Resmed Sleeps and Breathes Innovation

The sleep apnea treatment industry gets a breath of fresh air from Resmed, with their constant innovations and data-driven advances. I wouldn't hold my breath for Phillips or other competitors to catch up anytime soon. Rest assured- Resmed is #winning.

When we think about software “eating the world”, we tend to look at iPhone apps destroying the taxi industry or websites destroying retailers. But there are some incredible, if less sexy, applications for software to really improve upon existing systems, and I believe that Resmed has done a fantastic job of revolutionizing sleep apnea treatment through software. Its competitors are so far behind that I would consider it to be solidly a #winner. With sleep apnea diagnoses skyrocketing alongside the obesity rate, the industry is booming and Resmed is poised to stay in the lead for the foreseeable future.

In 1980, CPAP machines replaced tracheotomies as the standard treatment for sleep apnea. The machines at the time (dominated by Phillips Respironics) worked on one setting, forcing air at a doctor-prescribed specific pressure through a mask into the patient’s nose or mouth to make sure they kept breathing over the course of the night. Repeated, expensive, in-office sleep studies would be necessary every few months to make sure the pressure was at the correct level. Additionally, they were very difficult to exhale into, due to the continuous pressure.

Resmed was the first to create a machine that adapted with the patient, bringing software to the CPAP. Instead of having to go back to the doctor to change the pressure, the machine would monitor breathing and automatically adjust the pressure, within a range. It would even start the pressure low, detect when the patient fell asleep, and then start ramping it up- and relieving the pressure during detected exhalations. A few years later, they brought even more software to the CPAP, with data collection and accessibility to both the patient and wirelessly to the doctor- of every breath and respiratory event over the course of the night. It also sends emails to the patient, congratulating them on successive nights of compliance or informing them that their mask is leaking. All of these features allow consumers to better monitor their own progress, and allow doctors to make more informed recommendations.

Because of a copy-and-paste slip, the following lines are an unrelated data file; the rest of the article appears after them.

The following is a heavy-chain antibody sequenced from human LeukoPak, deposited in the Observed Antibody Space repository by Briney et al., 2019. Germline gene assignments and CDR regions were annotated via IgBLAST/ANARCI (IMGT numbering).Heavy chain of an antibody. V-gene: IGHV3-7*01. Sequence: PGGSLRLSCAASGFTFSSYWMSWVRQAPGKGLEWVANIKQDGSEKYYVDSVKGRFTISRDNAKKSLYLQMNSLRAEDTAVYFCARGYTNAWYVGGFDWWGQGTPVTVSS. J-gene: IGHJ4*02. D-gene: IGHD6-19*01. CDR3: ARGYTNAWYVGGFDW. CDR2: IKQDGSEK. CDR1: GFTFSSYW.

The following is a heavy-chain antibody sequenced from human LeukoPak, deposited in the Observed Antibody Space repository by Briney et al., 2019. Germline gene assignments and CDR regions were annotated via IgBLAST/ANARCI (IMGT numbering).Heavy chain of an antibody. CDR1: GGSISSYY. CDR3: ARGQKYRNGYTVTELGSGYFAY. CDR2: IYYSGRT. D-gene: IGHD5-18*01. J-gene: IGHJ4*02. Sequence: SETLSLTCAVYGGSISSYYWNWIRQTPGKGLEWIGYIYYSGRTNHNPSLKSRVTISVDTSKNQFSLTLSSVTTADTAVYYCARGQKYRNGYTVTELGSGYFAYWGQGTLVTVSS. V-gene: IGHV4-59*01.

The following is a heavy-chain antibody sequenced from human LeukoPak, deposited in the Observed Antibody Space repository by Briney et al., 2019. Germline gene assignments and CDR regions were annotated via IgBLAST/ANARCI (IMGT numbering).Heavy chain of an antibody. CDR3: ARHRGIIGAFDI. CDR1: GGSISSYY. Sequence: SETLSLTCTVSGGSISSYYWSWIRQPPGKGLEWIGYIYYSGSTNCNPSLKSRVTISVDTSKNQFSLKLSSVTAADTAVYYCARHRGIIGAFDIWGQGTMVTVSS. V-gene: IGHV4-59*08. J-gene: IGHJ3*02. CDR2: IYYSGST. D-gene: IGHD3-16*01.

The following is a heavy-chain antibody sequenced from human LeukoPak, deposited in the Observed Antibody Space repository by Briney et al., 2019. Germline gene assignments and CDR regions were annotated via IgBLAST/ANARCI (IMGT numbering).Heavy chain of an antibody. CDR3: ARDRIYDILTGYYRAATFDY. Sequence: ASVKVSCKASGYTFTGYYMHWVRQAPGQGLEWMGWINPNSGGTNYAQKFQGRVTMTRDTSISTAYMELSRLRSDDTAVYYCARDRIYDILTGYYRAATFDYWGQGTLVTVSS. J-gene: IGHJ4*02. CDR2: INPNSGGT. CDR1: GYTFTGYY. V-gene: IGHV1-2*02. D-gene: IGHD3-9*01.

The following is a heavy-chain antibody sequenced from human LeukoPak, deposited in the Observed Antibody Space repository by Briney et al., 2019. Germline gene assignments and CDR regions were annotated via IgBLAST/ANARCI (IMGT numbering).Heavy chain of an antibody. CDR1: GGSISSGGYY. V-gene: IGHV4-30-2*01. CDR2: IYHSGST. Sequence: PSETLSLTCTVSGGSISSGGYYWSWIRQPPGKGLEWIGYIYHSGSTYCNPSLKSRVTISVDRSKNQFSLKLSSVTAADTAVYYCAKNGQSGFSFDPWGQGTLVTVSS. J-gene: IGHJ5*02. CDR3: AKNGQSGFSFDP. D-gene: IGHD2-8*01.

While other companies such as Phillips Respironics have tried to catch up, they haven’t managed to match the data capabilities or the accuracy of Resmed’s algorithms. Resmed has also been targeting new demographics- while sleep apnea was once thought of as an overweight men’s disease, Resmed realized that more and more women are being diagnosed- and have different needs. Women’s sleep apnea tends to be more focused during REM sleep, and they have more RERAs (respiratory effort related arousals) and hypopneas than traditional apneas. Resmed’s latest model was designed specifically with women in mind, with a new algorithm tailored to detect and report RERAs- which no other device on the market currently does. As women’s sleep apnea is also more volatile and needs more frequent pressure changes over the course of the night, Resmed’s new device checks the pressure after every breath as opposed to every three breaths. And until very recently, they were the only company providing CPAP masks designed for women’s facial structures.

By bringing advanced software and analytics to a basic medical device, Resmed has increased compliance, reduced unnecessary visits to the doctor, and increased the effectiveness of treatment. They’ve not only transformed hardware, they’ve transformed lives, including mine. The only extra inconvenience is remembering to turn it on airplane mode when I travel!



Digital Innovation in Online & Mobile Banking at J.P. Morgan Chase


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Student comments on Resmed Sleeps and Breathes Innovation

  1. I agree with this post. As a medical student I see patients stop using their CPAP because they didn’t understand the settings etc. In addition to sending emails to the patient congratulating them, it would be great if Resmed include a feature that allows doctors to be able to message patients to make the recommended changes in settings based on the patient’s use of CPAP. So patients would not have to make an appointment to come in to get it adjusted when it could be difficult for some patient groups to take time off to do so.

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